ThE WORLD SONATA PROJECT
New Classical Music in 35 Countries
The World Sonata Project is a large scale consortium commission that is bringing new music to nearly every corner of the world in 2017 and 2018, with violinists from 35 countries around the world premiering in their home country or region their commission Nostrorbis, a new solo sonata for violin by Stephanie Ann Boyd. These premieres and performances will happen in traditional concert venues but will also deeply impact audiences on an ambassadorship level with performances at national landmarks like the Great Wall of China, at embassies, at a Syrian refugee camp in Jordan, in Faroe Islands churches, and others.
Nostrorbis is a 14 minute, seven movement sonata, with each movement inspired by energy, music, and history of each continent. The title of Nostrorbis loosely translates from latin as "our world". Russian-American commissioner Svetlana Tsivinskaya notes that "in this sonata Stephanie takes deep introspective looks at such subjects like grief, acknowledgment, joy, and sincere contemplation through these movements that are bridging times; people of the past and the present." Serbian-Swiss violinist Branko Simic also speaks of the project and the piece, saying "her music speaks to me on many levels, but most importantly it is the absolute honesty and naivety one finds in her Opus that leaves the listener as well as the performer dazzled and content’'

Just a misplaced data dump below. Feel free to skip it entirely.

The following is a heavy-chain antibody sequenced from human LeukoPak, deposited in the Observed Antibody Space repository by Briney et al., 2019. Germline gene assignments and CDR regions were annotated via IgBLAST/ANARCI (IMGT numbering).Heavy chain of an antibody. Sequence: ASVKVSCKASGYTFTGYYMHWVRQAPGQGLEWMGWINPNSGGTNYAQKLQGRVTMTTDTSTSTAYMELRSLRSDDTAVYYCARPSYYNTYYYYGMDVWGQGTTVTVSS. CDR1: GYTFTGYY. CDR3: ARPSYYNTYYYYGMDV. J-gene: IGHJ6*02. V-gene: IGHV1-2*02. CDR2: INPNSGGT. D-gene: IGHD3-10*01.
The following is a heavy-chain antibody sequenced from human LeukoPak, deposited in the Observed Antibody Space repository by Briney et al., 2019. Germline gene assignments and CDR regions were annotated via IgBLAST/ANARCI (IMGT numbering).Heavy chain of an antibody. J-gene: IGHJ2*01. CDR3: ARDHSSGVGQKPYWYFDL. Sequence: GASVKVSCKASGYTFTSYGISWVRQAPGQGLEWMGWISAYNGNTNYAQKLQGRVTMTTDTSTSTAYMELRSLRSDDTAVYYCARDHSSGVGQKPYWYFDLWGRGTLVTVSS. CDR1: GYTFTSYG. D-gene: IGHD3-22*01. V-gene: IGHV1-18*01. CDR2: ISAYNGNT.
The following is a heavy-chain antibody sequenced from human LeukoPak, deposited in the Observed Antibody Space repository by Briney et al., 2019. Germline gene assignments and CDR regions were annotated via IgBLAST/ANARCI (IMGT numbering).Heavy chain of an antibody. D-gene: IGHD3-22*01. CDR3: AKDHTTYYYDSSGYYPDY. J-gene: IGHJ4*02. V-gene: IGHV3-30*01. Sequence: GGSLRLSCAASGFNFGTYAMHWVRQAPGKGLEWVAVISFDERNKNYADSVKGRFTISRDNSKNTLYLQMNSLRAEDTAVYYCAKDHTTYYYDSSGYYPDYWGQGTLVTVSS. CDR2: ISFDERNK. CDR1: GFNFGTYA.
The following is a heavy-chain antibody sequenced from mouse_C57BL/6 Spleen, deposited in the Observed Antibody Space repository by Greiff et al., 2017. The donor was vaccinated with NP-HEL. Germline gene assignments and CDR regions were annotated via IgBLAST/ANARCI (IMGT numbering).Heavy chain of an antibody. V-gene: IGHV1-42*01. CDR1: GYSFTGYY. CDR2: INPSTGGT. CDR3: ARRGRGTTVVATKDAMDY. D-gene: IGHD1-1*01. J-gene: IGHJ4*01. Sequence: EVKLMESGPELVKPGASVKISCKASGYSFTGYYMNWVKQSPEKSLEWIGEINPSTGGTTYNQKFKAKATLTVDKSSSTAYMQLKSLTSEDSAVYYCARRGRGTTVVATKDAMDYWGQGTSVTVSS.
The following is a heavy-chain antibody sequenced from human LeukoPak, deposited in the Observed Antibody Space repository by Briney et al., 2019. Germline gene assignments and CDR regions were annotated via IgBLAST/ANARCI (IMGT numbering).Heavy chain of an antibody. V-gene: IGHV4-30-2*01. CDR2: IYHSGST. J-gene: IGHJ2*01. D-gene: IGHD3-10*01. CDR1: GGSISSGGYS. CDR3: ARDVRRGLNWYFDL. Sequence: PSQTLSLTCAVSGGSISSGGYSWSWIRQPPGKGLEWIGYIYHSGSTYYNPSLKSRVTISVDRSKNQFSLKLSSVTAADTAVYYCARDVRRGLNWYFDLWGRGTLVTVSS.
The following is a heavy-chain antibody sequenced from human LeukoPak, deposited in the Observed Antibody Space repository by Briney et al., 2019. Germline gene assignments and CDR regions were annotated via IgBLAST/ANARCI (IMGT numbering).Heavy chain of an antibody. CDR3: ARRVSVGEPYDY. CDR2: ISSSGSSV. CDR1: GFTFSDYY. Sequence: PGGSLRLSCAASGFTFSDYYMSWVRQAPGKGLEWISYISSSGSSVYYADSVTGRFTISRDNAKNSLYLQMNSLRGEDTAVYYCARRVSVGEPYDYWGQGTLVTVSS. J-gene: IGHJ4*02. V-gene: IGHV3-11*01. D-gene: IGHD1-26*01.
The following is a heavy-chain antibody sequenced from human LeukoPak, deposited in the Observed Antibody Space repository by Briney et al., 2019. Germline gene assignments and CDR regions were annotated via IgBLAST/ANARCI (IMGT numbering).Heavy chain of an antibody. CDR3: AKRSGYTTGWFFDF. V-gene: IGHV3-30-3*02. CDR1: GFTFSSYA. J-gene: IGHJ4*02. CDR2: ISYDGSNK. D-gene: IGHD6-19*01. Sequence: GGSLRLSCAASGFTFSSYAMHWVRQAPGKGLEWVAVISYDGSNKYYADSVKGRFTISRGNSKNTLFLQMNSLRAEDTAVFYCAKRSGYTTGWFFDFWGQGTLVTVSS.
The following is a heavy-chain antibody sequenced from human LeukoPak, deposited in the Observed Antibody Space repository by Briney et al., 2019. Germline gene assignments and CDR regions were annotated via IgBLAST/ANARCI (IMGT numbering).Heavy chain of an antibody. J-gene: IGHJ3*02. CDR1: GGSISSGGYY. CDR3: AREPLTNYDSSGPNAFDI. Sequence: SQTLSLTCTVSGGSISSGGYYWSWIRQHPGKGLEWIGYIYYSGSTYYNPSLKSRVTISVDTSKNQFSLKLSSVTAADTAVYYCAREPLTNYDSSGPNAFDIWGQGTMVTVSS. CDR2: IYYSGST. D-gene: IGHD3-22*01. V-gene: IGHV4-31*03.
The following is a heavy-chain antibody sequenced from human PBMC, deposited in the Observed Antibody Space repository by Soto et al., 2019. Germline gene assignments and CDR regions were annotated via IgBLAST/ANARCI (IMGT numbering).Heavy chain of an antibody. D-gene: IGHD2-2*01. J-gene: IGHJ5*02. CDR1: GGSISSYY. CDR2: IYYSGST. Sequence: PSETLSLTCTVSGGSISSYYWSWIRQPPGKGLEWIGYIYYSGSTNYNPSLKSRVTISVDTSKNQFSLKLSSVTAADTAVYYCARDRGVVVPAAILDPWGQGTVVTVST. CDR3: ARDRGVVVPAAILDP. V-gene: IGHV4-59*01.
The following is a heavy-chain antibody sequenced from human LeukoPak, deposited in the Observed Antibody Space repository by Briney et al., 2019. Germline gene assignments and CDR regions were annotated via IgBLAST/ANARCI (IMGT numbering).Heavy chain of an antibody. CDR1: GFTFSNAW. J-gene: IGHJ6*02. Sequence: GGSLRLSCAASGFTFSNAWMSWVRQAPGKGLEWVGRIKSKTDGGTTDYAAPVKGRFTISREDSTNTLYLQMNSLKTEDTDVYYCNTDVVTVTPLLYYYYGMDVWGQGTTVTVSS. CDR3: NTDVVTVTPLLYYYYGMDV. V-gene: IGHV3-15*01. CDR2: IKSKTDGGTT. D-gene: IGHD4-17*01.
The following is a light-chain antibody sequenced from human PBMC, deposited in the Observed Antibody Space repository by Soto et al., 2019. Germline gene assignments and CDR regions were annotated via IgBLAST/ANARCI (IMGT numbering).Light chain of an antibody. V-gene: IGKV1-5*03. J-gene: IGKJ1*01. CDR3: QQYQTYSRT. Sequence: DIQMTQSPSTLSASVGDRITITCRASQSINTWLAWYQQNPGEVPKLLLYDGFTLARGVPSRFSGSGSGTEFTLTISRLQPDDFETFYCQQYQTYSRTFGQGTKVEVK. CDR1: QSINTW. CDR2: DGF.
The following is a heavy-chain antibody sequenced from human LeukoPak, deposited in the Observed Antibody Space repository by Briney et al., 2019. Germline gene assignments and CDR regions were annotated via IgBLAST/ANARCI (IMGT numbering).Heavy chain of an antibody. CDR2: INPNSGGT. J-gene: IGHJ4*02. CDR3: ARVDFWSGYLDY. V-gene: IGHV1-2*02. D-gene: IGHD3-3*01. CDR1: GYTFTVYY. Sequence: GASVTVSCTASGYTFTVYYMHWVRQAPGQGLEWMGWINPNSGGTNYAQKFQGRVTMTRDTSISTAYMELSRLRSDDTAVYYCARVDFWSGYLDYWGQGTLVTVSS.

This is Part II of a two year project dedicated to the life and work of John Kendall, the man who brought the Suzuki method to the US in the 1960s and at the end of his life was Stephanie's violin teacher. The first year of this project saw a sonata for violin and piano co-commissioned and premiered by one violinist from each of the 50 United States in 2016/2017 as part of the 50 State Sonata Project. Violinists involved included the former concertmaster of the San Antonio Symphony, current Curtis, Oberlin, Juilliard, Yale, and Rice students, Sphinx Virtuosi members, concertmasters of several state orchestras, and professors at several universities, including Brown.